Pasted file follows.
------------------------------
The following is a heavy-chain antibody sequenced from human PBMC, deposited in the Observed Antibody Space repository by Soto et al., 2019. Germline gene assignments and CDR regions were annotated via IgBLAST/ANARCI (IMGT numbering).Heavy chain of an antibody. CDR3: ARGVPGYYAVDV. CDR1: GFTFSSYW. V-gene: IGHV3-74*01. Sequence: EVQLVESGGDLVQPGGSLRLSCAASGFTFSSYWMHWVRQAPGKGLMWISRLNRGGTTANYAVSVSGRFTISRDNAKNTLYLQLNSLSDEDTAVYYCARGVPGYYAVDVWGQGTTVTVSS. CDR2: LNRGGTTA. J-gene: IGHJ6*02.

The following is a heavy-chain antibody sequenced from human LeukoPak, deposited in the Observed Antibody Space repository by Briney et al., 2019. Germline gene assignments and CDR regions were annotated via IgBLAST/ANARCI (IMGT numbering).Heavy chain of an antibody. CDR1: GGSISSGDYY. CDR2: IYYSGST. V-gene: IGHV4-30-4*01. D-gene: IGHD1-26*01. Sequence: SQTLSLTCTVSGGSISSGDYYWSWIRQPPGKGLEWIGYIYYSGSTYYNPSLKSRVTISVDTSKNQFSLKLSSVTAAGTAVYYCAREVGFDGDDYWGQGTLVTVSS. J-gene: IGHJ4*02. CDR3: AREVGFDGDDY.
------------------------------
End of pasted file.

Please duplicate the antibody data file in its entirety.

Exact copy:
The following is a heavy-chain antibody sequenced from human PBMC, deposited in the Observed Antibody Space repository by Soto et al., 2019. Germline gene assignments and CDR regions were annotated via IgBLAST/ANARCI (IMGT numbering).Heavy chain of an antibody. CDR3: ARGVPGYYAVDV. CDR1: GFTFSSYW. V-gene: IGHV3-74*01. Sequence: EVQLVESGGDLVQPGGSLRLSCAASGFTFSSYWMHWVRQAPGKGLMWISRLNRGGTTANYAVSVSGRFTISRDNAKNTLYLQLNSLSDEDTAVYYCARGVPGYYAVDVWGQGTTVTVSS. CDR2: LNRGGTTA. J-gene: IGHJ6*02.

The following is a heavy-chain antibody sequenced from human LeukoPak, deposited in the Observed Antibody Space repository by Briney et al., 2019. Germline gene assignments and CDR regions were annotated via IgBLAST/ANARCI (IMGT numbering).Heavy chain of an antibody. CDR1: GGSISSGDYY. CDR2: IYYSGST. V-gene: IGHV4-30-4*01. D-gene: IGHD1-26*01. Sequence: SQTLSLTCTVSGGSISSGDYYWSWIRQPPGKGLEWIGYIYYSGSTYYNPSLKSRVTISVDTSKNQFSLKLSSVTAAGTAVYYCAREVGFDGDDYWGQGTLVTVSS. J-gene: IGHJ4*02. CDR3: AREVGFDGDDY.